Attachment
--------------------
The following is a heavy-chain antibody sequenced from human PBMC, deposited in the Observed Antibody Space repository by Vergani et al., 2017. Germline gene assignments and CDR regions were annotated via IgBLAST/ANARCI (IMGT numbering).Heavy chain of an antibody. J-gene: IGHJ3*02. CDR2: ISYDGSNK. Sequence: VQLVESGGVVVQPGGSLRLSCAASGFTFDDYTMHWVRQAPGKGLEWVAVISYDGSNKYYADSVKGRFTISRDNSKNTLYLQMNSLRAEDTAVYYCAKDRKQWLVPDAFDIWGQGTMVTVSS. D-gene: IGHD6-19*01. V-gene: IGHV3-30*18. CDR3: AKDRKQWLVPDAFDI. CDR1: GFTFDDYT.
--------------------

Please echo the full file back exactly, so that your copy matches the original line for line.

The following is a heavy-chain antibody sequenced from human PBMC, deposited in the Observed Antibody Space repository by Vergani et al., 2017. Germline gene assignments and CDR regions were annotated via IgBLAST/ANARCI (IMGT numbering).Heavy chain of an antibody. J-gene: IGHJ3*02. CDR2: ISYDGSNK. Sequence: VQLVESGGVVVQPGGSLRLSCAASGFTFDDYTMHWVRQAPGKGLEWVAVISYDGSNKYYADSVKGRFTISRDNSKNTLYLQMNSLRAEDTAVYYCAKDRKQWLVPDAFDIWGQGTMVTVSS. D-gene: IGHD6-19*01. V-gene: IGHV3-30*18. CDR3: AKDRKQWLVPDAFDI. CDR1: GFTFDDYT.